Mayor Johnson’s Pick for RTA Board Withdraws From Consideration After Aldermanic Pushback

The Rev. Ira Acree holds a news conference to withdraw his nomination to the RTA board on Friday, May 24, 2024. (WTTW News)The Rev. Ira Acree holds a news conference to withdraw his nomination to the RTA board on Friday, May 24, 2024. (WTTW News)

A politically connected pastor whose nomination to the Regional Transportation Authority board stalled out following a difficult confirmation hearing earlier this month has withdrawn his name from consideration for the post.

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The Rev. Ira Acree, pastor of the Greater St. John Baptist Church on the West Side who was selected by Mayor Brandon Johnson to serve on the board, announced Friday he is no longer seeking that seat due to aldermanic resistance that began after he faced pointed questions during his confirmation hearing earlier this month.

“There are forces that have opposed my nomination from the moment the mayor submitted my name,” Acree said during a Friday news conference. “And some of our so-called allies, they’re more interested in fighting me than supporting the wonderful people of our city.”

Acree’s nomination stalled after he faced unusually pointed questions from alderpeople during his May 8 confirmation hearing, a sign that alderpeople are also facing increasing pressure to make significant changes to the CTA, which has yet to rebound from the COVID-19 pandemic.

The system, which saw its ridership plummet during the pandemic as crime and violence increased, is facing a $730 million deficit in early 2026 once federal relief expires.

Acree repeatedly struggled to articulate exactly what changes he would make if confirmed to the RTA board to serve a five-year term, declining to answer questions about Johnson’s specific transit agenda and how Acree would implement it as a member of the 16-person board charged with financial oversight. Board members earn $25,000 annually and meet once per month.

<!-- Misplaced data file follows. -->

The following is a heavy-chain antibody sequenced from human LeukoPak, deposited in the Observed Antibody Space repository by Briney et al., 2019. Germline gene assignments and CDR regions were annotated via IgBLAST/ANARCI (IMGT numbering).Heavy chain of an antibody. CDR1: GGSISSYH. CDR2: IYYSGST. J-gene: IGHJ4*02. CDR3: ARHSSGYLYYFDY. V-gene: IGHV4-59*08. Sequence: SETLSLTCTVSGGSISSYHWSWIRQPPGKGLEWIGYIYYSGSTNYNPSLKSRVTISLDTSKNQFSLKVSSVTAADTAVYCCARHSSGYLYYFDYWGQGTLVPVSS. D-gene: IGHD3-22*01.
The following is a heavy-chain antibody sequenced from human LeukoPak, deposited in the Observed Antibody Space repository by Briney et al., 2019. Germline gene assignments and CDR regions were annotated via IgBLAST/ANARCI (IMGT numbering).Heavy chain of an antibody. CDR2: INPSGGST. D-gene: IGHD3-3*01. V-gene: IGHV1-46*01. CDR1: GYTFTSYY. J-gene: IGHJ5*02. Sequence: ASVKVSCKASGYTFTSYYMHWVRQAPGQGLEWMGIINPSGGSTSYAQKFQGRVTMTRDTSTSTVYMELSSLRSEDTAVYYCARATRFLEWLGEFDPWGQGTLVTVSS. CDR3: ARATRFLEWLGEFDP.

In addition, Acree could not answer questions about how he would address that massive budget gap, which has sparked proposals to merge the Chicago area’s three separate public transit agencies — the CTA, suburban bus system Pace and commuter rail system Metra — into a single agency. He also said he was unaware of the massive budget gap facing the system.

Allies of the mayor used a parliamentary maneuver during Wednesday’s City Council meeting to prevent a vote Acree’s nomination, an acknowledgment they did not have the votes to confirm him.

Acree on Friday criticized Alds. Scott Waguespack (32nd Ward) and Andre Vasquez (40th Ward) — the only members of the city’s Transportation and Public Way Committee to vote against Acree’s nomination during his nomination hearing — calling their accusations that he was unqualified for the position “foolish.”

Acree said he would have brought a “unique viewpoint” to the board and thanked Johnson for “having faith” in him, saying he was “humbled by the confidence and respect he has shown.”

“It is unfortunate that the opponents of African American empowerment have struck again,” Acree said, “attempting to deny persons like me the chance to fight for the men, women and children who ride the transit system every day.”

During his confirmation hearing, Acree told alderpeople he had driven to City Hall that day, before adding that he relied on the CTA as a teen and now uses it to get to the Loop to avoid paying for parking.

“I don’t have to use CTA,” Acree said. “I’m fortunate to have a car. But I use CTA often when I come downtown, because even though I am a working pastor, these parking tickets are super high.”

Acree said that if confirmed, he would use his seat on the RTA board as an extension of his work as a civil rights leader.

“Instead of holding protests, I’ll be on the inside and be very instrumental in making changes,” the pastor said.

Johnson on Friday said he did not ask Acree to withdraw his name from consideration and that the people he’s nominated for various positions are “connected to what I call the soul of Chicago.”

“And we’re gonna continue to seek out people who want to serve this city,” Johnson said.

Heather Cherone contributed to this report.

Contact Matt Masterson: @ByMattMasterson | [email protected] | (773) 509-5431

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